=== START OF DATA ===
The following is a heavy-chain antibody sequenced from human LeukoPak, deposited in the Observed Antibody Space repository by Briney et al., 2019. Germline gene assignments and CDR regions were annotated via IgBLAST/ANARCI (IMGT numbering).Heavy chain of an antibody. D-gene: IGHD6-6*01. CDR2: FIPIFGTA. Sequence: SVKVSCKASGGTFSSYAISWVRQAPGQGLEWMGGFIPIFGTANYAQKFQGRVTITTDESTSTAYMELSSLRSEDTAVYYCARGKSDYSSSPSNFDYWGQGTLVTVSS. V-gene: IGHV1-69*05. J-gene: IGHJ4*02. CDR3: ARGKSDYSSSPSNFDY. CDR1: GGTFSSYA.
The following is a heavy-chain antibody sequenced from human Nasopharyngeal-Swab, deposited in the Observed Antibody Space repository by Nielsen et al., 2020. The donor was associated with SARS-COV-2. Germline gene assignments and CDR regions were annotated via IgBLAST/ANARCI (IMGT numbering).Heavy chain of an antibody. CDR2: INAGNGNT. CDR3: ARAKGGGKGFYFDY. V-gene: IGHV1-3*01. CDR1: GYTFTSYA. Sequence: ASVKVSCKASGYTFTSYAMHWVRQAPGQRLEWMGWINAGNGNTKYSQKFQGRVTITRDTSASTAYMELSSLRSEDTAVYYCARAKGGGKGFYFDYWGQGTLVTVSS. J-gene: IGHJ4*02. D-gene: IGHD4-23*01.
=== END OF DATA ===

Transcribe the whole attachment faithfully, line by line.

The following is a heavy-chain antibody sequenced from human LeukoPak, deposited in the Observed Antibody Space repository by Briney et al., 2019. Germline gene assignments and CDR regions were annotated via IgBLAST/ANARCI (IMGT numbering).Heavy chain of an antibody. D-gene: IGHD6-6*01. CDR2: FIPIFGTA. Sequence: SVKVSCKASGGTFSSYAISWVRQAPGQGLEWMGGFIPIFGTANYAQKFQGRVTITTDESTSTAYMELSSLRSEDTAVYYCARGKSDYSSSPSNFDYWGQGTLVTVSS. V-gene: IGHV1-69*05. J-gene: IGHJ4*02. CDR3: ARGKSDYSSSPSNFDY. CDR1: GGTFSSYA.
The following is a heavy-chain antibody sequenced from human Nasopharyngeal-Swab, deposited in the Observed Antibody Space repository by Nielsen et al., 2020. The donor was associated with SARS-COV-2. Germline gene assignments and CDR regions were annotated via IgBLAST/ANARCI (IMGT numbering).Heavy chain of an antibody. CDR2: INAGNGNT. CDR3: ARAKGGGKGFYFDY. V-gene: IGHV1-3*01. CDR1: GYTFTSYA. Sequence: ASVKVSCKASGYTFTSYAMHWVRQAPGQRLEWMGWINAGNGNTKYSQKFQGRVTITRDTSASTAYMELSSLRSEDTAVYYCARAKGGGKGFYFDYWGQGTLVTVSS. J-gene: IGHJ4*02. D-gene: IGHD4-23*01.